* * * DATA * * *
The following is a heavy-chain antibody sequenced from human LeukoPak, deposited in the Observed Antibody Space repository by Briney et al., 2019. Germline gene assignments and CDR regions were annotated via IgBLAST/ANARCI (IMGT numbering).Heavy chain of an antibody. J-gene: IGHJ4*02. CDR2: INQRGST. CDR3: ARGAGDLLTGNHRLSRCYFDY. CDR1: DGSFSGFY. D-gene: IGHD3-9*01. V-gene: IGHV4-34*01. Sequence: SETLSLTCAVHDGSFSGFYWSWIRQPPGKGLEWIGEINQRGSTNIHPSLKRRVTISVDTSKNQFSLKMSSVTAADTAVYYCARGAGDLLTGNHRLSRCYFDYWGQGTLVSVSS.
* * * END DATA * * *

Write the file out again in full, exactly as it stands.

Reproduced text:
The following is a heavy-chain antibody sequenced from human LeukoPak, deposited in the Observed Antibody Space repository by Briney et al., 2019. Germline gene assignments and CDR regions were annotated via IgBLAST/ANARCI (IMGT numbering).Heavy chain of an antibody. J-gene: IGHJ4*02. CDR2: INQRGST. CDR3: ARGAGDLLTGNHRLSRCYFDY. CDR1: DGSFSGFY. D-gene: IGHD3-9*01. V-gene: IGHV4-34*01. Sequence: SETLSLTCAVHDGSFSGFYWSWIRQPPGKGLEWIGEINQRGSTNIHPSLKRRVTISVDTSKNQFSLKMSSVTAADTAVYYCARGAGDLLTGNHRLSRCYFDYWGQGTLVSVSS.